– The current UK hip hop scene?

I’ve never really listened to UK hip hop so I don’t know if I’m fully able to judge its progression. I’ve rated certain mcs along the way, but I wouldn’t really call any of it hip hop. Bar certain acts like Jehst and Klashnekoff, it always remains grimy or dubsteppy in its own way, not that that’s a bad thing. The UK has always had its own sound and continues to create its own sound for its own people to vibe to. Garage and jungle like you hear in London for the longest only existed in London and I don’t think garage ever really got exported, or whether it was even exportable. The effect on hip hop is the result of those influences and I just don’t feel anyone has ever truly made real hip hop in the UK, or if they have, they’ve been like Jehst and Skinnyman and stayed so real to it, they never make it big. Again though, that’s a problem with the industry and the consumerist nature of the UK music market, as you have to sell out to make a buck here and basically make pop like Tinchy Stryder or Chipmunk. That’s not hip hop.

OHZ: What was the first rap record you bought?

I had bought the best rap album in the world when I was really young, but that was one of those poppy rap compilation cds you get when you’re cruising through tower records, so I don’t really consider that to be my first rap record, despite hits like Regulate or Jump Around being on there. The first actual album I went out to buy knowing it was going to be tru hip hop was Wu-Tang Forever. The crazy thing is I still bump that to this day and feel Wu Tang has never made anything so complete since. It’s not just the brilliance of the music on that album, It’s the whole vibe that flows throughout. Only a few albums like 2001 for example, keep a vibe running through like that. And to all those Wu-Tang fans who think 36 Chambers is better than Forever, UR CRAZY!! Double LP for Wu-Tang Clan, its yourz!! Haha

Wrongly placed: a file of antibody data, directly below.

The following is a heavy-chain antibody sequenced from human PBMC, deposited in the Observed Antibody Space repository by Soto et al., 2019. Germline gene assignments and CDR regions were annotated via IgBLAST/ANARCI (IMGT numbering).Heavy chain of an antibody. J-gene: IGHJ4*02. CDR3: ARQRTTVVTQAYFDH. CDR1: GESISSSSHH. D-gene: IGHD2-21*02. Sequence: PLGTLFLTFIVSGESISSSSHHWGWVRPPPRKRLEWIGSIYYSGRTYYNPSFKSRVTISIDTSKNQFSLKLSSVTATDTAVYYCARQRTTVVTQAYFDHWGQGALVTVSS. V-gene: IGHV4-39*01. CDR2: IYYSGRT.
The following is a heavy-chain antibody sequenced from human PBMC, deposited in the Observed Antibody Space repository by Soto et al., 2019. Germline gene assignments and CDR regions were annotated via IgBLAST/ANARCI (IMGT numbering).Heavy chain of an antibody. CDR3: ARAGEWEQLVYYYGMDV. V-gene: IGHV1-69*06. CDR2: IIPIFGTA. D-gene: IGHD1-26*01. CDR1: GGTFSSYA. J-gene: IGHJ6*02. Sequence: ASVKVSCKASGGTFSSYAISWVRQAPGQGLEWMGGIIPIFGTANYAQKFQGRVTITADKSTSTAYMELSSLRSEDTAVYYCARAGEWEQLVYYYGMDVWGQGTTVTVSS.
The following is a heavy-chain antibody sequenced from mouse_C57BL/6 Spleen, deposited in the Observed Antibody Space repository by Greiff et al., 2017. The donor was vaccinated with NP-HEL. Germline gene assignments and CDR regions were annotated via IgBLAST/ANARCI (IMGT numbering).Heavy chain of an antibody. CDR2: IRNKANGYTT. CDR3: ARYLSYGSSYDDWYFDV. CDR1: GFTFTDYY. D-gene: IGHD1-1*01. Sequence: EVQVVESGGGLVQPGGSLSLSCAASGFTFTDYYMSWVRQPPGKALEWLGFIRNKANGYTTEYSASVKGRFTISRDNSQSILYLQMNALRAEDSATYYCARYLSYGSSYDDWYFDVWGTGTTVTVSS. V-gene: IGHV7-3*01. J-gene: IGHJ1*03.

OHZ: Out of all the tracks you’ve recorded, which is your personal favourite?

I have made so many tracks it’s difficult to say which one is my favourite. Obviously the heartfelt ones make an impact on me even years after I’ve written them because they bring back feelings I had at the time. I think recent tracks like Fairytale or I Represent Hip Hop, which you can check on the MySpace, have that vibe in them. I think it’s important to be introspective and find your truth in order to appeal to others. 

OHZ: For how long have you been actively seeking a record deal and in general how have you found the experience?

I haven’t been actively seeking a record deal. I sent demos when I was young and understood it was a waste of my time. I then teamed up with a friend of mine in Paris who was running an indie label and he produces me to this day -9side records. What I am looking for now is a distribution deal because it’s all good making an album and making it sound crisp, but then you gotta sell it, and that’s the hard part.

OHZ: What are your thoughts on the impact of the internet, downloading and the subsequent fall in record sales?